Falling speeds

Have you ever needed to know how fast a PC falls? Sometimes it’s important to know whether they have time for an action on their turn, or just a reaction (usually, it’s just a reaction). I wrote a brief table based on creature size, using 6-second rounds as the basis.

Fall in 1 round Fall per round Time to fall 1 mile
Small 330’ 500’/r 11r
Medium 500’ 930’/r 7r
Large 550’ 1,500’/r (for 2 r); 2,500/r 3r

And here’s the same table in metric:

Fall in 1 round Fall per round Time to fall 1 km
Small 100m 150m/r 7r
Medium 150m 250m/r 4r
Large 170m 600m/r (for 2 r); 850m/r 2r

I make no statements as to the scientific accuracy of the data – I ball-parked a midline weight from the PHB (and, in the case of the large creature, average horse weights), and then rounded to produce pleasing numbers. But I think it’ll do as a decent rule of thumb.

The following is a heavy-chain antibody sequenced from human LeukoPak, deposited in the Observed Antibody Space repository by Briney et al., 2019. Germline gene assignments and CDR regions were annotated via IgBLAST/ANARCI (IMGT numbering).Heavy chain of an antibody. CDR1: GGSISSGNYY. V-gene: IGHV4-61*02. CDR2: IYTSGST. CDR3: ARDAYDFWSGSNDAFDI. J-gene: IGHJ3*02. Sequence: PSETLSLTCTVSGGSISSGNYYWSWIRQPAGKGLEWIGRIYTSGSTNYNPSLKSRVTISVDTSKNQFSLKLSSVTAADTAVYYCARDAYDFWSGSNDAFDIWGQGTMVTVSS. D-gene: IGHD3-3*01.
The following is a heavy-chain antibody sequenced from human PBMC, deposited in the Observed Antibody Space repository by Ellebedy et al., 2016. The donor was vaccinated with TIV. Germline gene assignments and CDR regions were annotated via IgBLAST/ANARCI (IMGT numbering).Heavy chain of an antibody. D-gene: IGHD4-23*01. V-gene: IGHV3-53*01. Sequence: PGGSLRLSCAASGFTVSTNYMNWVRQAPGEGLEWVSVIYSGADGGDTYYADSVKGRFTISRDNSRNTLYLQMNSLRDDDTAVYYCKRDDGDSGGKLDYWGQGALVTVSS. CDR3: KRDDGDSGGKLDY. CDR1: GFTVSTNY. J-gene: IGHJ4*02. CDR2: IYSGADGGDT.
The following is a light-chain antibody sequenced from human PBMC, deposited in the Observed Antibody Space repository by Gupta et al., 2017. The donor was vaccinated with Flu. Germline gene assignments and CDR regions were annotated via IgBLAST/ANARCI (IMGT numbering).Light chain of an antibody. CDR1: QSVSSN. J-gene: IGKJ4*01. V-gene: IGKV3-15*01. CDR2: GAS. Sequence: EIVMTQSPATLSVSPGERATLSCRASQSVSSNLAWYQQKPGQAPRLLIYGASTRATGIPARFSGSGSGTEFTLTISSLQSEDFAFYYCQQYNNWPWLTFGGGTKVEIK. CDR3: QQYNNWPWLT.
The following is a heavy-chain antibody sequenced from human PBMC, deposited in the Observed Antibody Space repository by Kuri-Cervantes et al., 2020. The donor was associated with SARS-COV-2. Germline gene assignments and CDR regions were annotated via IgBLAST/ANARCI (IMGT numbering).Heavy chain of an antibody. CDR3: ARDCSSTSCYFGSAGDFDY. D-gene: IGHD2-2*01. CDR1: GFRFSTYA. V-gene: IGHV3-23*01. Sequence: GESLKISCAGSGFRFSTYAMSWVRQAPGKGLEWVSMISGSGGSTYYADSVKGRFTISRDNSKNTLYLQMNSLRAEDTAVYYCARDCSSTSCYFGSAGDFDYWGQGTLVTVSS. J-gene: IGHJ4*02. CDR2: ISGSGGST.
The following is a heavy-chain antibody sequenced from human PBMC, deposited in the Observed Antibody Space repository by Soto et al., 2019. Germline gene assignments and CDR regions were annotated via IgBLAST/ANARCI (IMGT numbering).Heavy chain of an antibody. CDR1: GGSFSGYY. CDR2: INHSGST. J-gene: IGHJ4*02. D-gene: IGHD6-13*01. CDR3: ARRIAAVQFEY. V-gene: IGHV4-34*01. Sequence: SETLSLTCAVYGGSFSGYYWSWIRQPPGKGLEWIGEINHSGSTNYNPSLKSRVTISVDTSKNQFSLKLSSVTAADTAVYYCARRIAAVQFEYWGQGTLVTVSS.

(P.S. I think it’ll be rare that PCs will be flying above the 1-round line. Much more than that and they’re out-of-range for a lot of spells and weapons.)

Dragon’s Dungeon Rules

After a lot of revisions, and tormenting my game group during one-off sessions, I’ve finally crystallized my D&D hack (that I posted about months ago) into a 2-page system. Cool features include:

  • a semi-classless system, using templates and backgrounds for structure and flavour.
  • a wound system, which is basically the same as the hit point system, but does away with all the fiddly little numbers.
  • a port of Burning Wheel’s beliefs, traits, and instincts, and its Wises (in a manner of speaking).
  • a mana-based casting system.
  • a stamina mechanic.
  • a free-form weapon creation system, balanced for 5e.
  • simplified encumbrance.
  • concise combat rules that allows for a lot of tactical thinking and not just swing-swing-miss-swing.
  • non-combat conflict resolution systems – one based off Savage Worlds’ social conflict mechanic, and one from Dungeonesque’s montage rules.
  • a simple and unobstrusive skill proficiency system which allows for plenty of customization if the player wants (inspired by the GLOG and Telecanter‘s House Rules Selection). It includes the Talent mechanic from Advanced Old-School-Style Microlite20.